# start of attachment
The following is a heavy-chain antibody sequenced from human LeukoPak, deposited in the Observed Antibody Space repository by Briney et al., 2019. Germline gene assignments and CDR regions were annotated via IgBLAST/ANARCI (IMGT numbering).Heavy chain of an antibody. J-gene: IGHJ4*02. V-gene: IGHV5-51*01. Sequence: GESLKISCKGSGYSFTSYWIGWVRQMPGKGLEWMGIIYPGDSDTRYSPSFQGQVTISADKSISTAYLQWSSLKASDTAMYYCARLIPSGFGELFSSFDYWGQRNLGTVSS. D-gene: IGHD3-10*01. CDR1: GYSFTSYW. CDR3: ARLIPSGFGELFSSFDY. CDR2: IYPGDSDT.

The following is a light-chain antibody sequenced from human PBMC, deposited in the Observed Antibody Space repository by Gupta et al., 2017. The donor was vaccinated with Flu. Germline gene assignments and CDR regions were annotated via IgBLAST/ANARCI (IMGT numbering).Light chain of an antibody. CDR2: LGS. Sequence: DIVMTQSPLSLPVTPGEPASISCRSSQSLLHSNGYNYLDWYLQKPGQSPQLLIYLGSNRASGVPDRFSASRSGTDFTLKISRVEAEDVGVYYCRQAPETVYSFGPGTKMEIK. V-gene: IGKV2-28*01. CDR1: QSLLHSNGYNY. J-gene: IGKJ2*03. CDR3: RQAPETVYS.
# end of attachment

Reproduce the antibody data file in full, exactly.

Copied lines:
The following is a heavy-chain antibody sequenced from human LeukoPak, deposited in the Observed Antibody Space repository by Briney et al., 2019. Germline gene assignments and CDR regions were annotated via IgBLAST/ANARCI (IMGT numbering).Heavy chain of an antibody. J-gene: IGHJ4*02. V-gene: IGHV5-51*01. Sequence: GESLKISCKGSGYSFTSYWIGWVRQMPGKGLEWMGIIYPGDSDTRYSPSFQGQVTISADKSISTAYLQWSSLKASDTAMYYCARLIPSGFGELFSSFDYWGQRNLGTVSS. D-gene: IGHD3-10*01. CDR1: GYSFTSYW. CDR3: ARLIPSGFGELFSSFDY. CDR2: IYPGDSDT.

The following is a light-chain antibody sequenced from human PBMC, deposited in the Observed Antibody Space repository by Gupta et al., 2017. The donor was vaccinated with Flu. Germline gene assignments and CDR regions were annotated via IgBLAST/ANARCI (IMGT numbering).Light chain of an antibody. CDR2: LGS. Sequence: DIVMTQSPLSLPVTPGEPASISCRSSQSLLHSNGYNYLDWYLQKPGQSPQLLIYLGSNRASGVPDRFSASRSGTDFTLKISRVEAEDVGVYYCRQAPETVYSFGPGTKMEIK. V-gene: IGKV2-28*01. CDR1: QSLLHSNGYNY. J-gene: IGKJ2*03. CDR3: RQAPETVYS.